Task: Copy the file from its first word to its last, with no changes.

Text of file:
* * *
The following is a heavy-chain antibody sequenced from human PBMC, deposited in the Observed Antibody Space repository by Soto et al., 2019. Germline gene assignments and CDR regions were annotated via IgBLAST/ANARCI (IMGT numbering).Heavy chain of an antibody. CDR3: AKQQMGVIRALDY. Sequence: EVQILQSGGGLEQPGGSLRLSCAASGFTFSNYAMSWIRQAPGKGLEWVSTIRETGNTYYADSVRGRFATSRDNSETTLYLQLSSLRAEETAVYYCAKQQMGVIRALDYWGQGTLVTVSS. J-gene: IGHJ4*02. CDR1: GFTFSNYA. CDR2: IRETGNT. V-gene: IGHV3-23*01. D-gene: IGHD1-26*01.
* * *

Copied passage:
The following is a heavy-chain antibody sequenced from human PBMC, deposited in the Observed Antibody Space repository by Soto et al., 2019. Germline gene assignments and CDR regions were annotated via IgBLAST/ANARCI (IMGT numbering).Heavy chain of an antibody. CDR3: AKQQMGVIRALDY. Sequence: EVQILQSGGGLEQPGGSLRLSCAASGFTFSNYAMSWIRQAPGKGLEWVSTIRETGNTYYADSVRGRFATSRDNSETTLYLQLSSLRAEETAVYYCAKQQMGVIRALDYWGQGTLVTVSS. J-gene: IGHJ4*02. CDR1: GFTFSNYA. CDR2: IRETGNT. V-gene: IGHV3-23*01. D-gene: IGHD1-26*01.